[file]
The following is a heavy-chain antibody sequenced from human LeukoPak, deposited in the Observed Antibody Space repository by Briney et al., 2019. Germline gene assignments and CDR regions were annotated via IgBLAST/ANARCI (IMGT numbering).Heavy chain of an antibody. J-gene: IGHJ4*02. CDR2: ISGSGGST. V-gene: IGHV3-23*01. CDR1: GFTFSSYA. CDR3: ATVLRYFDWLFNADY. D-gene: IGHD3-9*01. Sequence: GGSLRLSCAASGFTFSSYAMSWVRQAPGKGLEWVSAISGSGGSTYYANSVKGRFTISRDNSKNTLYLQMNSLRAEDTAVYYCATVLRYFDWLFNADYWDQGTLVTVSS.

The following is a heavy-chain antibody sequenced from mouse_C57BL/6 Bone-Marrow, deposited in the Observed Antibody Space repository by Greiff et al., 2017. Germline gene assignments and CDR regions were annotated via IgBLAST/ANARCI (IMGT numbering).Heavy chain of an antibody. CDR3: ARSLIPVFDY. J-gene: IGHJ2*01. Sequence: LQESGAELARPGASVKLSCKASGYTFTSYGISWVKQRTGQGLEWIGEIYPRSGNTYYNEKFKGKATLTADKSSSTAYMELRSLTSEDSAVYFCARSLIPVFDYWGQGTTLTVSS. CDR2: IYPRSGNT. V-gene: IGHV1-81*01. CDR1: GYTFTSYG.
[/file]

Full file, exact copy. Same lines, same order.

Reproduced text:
The following is a heavy-chain antibody sequenced from human LeukoPak, deposited in the Observed Antibody Space repository by Briney et al., 2019. Germline gene assignments and CDR regions were annotated via IgBLAST/ANARCI (IMGT numbering).Heavy chain of an antibody. J-gene: IGHJ4*02. CDR2: ISGSGGST. V-gene: IGHV3-23*01. CDR1: GFTFSSYA. CDR3: ATVLRYFDWLFNADY. D-gene: IGHD3-9*01. Sequence: GGSLRLSCAASGFTFSSYAMSWVRQAPGKGLEWVSAISGSGGSTYYANSVKGRFTISRDNSKNTLYLQMNSLRAEDTAVYYCATVLRYFDWLFNADYWDQGTLVTVSS.

The following is a heavy-chain antibody sequenced from mouse_C57BL/6 Bone-Marrow, deposited in the Observed Antibody Space repository by Greiff et al., 2017. Germline gene assignments and CDR regions were annotated via IgBLAST/ANARCI (IMGT numbering).Heavy chain of an antibody. CDR3: ARSLIPVFDY. J-gene: IGHJ2*01. Sequence: LQESGAELARPGASVKLSCKASGYTFTSYGISWVKQRTGQGLEWIGEIYPRSGNTYYNEKFKGKATLTADKSSSTAYMELRSLTSEDSAVYFCARSLIPVFDYWGQGTTLTVSS. CDR2: IYPRSGNT. V-gene: IGHV1-81*01. CDR1: GYTFTSYG.